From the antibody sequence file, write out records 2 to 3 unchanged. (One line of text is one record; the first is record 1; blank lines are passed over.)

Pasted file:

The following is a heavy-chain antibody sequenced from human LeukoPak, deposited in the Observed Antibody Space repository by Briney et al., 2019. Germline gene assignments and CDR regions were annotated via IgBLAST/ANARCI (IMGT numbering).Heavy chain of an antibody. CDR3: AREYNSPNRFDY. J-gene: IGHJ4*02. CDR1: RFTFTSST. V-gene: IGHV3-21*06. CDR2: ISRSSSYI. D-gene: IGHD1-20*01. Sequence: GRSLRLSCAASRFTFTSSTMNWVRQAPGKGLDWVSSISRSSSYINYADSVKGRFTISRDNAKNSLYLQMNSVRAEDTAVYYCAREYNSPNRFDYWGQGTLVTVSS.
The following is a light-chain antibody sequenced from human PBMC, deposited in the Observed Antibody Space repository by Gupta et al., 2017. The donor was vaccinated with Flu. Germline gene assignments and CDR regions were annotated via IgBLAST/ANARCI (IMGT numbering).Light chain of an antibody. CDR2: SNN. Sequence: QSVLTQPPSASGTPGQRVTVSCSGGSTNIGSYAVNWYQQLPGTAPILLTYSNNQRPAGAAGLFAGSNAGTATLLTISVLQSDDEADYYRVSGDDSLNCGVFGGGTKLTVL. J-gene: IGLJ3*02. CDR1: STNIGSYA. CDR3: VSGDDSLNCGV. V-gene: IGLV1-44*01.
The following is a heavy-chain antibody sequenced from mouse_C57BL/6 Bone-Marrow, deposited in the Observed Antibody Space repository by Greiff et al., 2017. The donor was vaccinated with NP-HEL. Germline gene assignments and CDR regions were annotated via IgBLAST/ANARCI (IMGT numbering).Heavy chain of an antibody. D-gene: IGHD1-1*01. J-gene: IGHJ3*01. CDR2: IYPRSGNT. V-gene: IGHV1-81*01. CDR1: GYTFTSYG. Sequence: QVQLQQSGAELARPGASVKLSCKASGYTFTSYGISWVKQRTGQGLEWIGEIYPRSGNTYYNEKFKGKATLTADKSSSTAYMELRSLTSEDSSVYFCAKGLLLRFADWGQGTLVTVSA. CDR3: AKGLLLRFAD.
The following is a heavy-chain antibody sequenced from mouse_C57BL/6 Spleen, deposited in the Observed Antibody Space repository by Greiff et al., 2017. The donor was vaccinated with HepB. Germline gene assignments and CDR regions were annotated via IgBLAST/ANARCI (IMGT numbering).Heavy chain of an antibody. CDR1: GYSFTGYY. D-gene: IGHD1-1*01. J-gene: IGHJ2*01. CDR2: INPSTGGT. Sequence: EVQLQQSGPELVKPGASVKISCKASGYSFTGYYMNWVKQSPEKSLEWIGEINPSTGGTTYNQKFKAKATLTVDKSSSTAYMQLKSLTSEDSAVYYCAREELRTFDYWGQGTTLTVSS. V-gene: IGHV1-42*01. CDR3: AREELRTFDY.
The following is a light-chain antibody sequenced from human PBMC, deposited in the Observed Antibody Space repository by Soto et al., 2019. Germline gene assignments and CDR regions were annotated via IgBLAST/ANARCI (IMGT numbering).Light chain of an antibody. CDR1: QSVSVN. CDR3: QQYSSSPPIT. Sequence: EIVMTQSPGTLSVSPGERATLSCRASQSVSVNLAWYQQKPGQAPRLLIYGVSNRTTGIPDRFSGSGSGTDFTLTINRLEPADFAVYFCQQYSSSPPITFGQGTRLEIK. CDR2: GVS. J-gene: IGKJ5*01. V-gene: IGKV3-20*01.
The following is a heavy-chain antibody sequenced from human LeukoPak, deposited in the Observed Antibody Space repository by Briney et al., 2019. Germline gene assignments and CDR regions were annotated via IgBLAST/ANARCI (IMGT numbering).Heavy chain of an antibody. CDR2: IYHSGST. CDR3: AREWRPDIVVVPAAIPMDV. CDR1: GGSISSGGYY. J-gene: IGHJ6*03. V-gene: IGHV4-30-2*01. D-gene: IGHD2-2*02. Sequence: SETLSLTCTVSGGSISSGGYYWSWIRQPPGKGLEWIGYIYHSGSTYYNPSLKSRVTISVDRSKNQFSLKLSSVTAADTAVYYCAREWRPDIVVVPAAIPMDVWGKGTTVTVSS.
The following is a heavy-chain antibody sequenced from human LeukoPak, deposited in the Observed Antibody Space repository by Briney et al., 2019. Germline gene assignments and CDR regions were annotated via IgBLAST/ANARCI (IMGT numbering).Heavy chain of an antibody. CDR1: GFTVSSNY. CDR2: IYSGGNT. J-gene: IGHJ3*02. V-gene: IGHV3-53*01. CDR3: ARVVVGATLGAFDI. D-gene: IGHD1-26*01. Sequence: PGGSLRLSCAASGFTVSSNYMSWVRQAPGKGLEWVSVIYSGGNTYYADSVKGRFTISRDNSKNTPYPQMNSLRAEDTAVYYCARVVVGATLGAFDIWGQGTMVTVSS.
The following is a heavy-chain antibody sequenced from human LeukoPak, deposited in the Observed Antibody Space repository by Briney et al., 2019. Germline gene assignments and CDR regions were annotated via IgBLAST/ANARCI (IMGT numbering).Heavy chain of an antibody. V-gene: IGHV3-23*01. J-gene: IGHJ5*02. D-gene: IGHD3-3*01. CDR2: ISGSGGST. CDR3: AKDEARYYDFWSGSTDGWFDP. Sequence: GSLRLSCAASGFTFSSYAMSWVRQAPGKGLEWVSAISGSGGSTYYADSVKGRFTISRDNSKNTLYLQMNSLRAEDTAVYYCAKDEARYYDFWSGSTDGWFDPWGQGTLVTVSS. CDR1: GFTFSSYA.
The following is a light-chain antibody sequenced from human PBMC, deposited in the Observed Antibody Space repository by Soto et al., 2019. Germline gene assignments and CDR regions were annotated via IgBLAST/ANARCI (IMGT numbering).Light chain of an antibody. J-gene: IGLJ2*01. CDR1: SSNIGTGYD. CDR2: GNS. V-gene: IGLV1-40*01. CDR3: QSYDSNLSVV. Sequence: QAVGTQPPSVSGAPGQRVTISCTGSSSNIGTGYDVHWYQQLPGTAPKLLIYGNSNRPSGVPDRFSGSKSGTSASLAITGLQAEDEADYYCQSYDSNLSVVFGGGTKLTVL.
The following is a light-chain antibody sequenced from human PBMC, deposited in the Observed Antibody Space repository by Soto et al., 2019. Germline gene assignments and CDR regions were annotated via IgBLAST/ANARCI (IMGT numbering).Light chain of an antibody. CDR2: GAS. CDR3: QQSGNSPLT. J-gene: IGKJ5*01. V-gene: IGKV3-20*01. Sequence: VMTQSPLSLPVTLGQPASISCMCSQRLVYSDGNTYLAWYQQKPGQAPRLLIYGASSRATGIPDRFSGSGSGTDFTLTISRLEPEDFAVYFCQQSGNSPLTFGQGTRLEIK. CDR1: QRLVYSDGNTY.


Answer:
The following is a light-chain antibody sequenced from human PBMC, deposited in the Observed Antibody Space repository by Gupta et al., 2017. The donor was vaccinated with Flu. Germline gene assignments and CDR regions were annotated via IgBLAST/ANARCI (IMGT numbering).Light chain of an antibody. CDR2: SNN. Sequence: QSVLTQPPSASGTPGQRVTVSCSGGSTNIGSYAVNWYQQLPGTAPILLTYSNNQRPAGAAGLFAGSNAGTATLLTISVLQSDDEADYYRVSGDDSLNCGVFGGGTKLTVL. J-gene: IGLJ3*02. CDR1: STNIGSYA. CDR3: VSGDDSLNCGV. V-gene: IGLV1-44*01.
The following is a heavy-chain antibody sequenced from mouse_C57BL/6 Bone-Marrow, deposited in the Observed Antibody Space repository by Greiff et al., 2017. The donor was vaccinated with NP-HEL. Germline gene assignments and CDR regions were annotated via IgBLAST/ANARCI (IMGT numbering).Heavy chain of an antibody. D-gene: IGHD1-1*01. J-gene: IGHJ3*01. CDR2: IYPRSGNT. V-gene: IGHV1-81*01. CDR1: GYTFTSYG. Sequence: QVQLQQSGAELARPGASVKLSCKASGYTFTSYGISWVKQRTGQGLEWIGEIYPRSGNTYYNEKFKGKATLTADKSSSTAYMELRSLTSEDSSVYFCAKGLLLRFADWGQGTLVTVSA. CDR3: AKGLLLRFAD.